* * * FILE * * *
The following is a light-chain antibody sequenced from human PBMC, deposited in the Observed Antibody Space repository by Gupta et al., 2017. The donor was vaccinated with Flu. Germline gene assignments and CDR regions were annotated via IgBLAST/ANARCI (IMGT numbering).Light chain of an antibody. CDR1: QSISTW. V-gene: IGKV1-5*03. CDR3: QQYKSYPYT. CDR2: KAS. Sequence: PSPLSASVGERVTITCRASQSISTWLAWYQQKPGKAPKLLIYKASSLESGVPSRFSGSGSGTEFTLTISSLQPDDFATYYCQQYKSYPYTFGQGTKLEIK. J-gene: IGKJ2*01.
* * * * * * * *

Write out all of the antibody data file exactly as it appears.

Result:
The following is a light-chain antibody sequenced from human PBMC, deposited in the Observed Antibody Space repository by Gupta et al., 2017. The donor was vaccinated with Flu. Germline gene assignments and CDR regions were annotated via IgBLAST/ANARCI (IMGT numbering).Light chain of an antibody. CDR1: QSISTW. V-gene: IGKV1-5*03. CDR3: QQYKSYPYT. CDR2: KAS. Sequence: PSPLSASVGERVTITCRASQSISTWLAWYQQKPGKAPKLLIYKASSLESGVPSRFSGSGSGTEFTLTISSLQPDDFATYYCQQYKSYPYTFGQGTKLEIK. J-gene: IGKJ2*01.